Warfare and Diplomacy in Pre-Colonial West Africa by Robert Sydney SmithWe investigate the role of deeply-rooted pre-colonial ethnic institutions in shaping comparative regional development within African countries. We combine information on the spatial distribution of ethnicities before colonization with regional variation in contemporary economic performance, as proxied by satellite images of light density at night. We document a strong association between pre-colonial ethnic political centralization and regional development. This pattern is not driven by differences in local geographic features or by other observable ethnic-specific cultural and economic variables. The strong positive association between pre-colonial political complexity and contemporary development obtains also within pairs of adjacent ethnic homelands with different legacies of pre-colonial political institutions. There has been ample research on the institutional origins of African under development both in economics and the broader literature in social sciences; yet the two strands have followed somewhat different paths. On the one hand, influenced by the studies of Acemoglu et al.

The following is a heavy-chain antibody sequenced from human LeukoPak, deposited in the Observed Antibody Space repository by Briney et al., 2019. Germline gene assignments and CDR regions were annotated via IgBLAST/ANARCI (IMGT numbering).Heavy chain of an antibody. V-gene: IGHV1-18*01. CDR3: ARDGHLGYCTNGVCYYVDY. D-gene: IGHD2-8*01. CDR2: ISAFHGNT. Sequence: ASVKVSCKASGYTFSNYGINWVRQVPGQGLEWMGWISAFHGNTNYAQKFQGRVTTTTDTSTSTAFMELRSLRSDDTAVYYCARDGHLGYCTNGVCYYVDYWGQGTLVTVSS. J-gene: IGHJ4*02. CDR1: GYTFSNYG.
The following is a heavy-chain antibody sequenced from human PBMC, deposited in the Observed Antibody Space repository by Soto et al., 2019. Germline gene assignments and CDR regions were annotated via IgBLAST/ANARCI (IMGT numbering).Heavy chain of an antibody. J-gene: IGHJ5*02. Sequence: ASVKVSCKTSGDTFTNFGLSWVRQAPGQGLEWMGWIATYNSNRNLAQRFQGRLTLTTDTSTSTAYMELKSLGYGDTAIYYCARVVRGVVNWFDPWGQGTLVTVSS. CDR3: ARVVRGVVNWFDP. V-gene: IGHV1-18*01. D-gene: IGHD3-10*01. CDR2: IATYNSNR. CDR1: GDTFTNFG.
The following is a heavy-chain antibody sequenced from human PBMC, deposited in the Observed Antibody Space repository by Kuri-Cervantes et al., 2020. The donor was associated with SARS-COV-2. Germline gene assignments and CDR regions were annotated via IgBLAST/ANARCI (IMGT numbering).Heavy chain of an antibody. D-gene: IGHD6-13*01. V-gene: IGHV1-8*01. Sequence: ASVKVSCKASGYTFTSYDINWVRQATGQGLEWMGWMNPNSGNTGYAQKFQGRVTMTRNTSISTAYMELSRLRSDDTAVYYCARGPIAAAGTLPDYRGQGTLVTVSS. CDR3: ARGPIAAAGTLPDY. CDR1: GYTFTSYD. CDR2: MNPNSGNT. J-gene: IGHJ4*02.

This new edition of the well-known innovative study of the relations of the peoples of West Africa in the pre-colonial period covers a period of four or five hundred years, up to the last decades of the nineteenth century. Smith addresses outside influences but focuses primarily on what happened between African states before the partition and the establishment of colonies. Robert S. Smith was senior lecturer and professor of history at Lagos, Ife and Ibadan universities, in Nigeria. If you want to examine a book for possible course use, please see our Course Books page.
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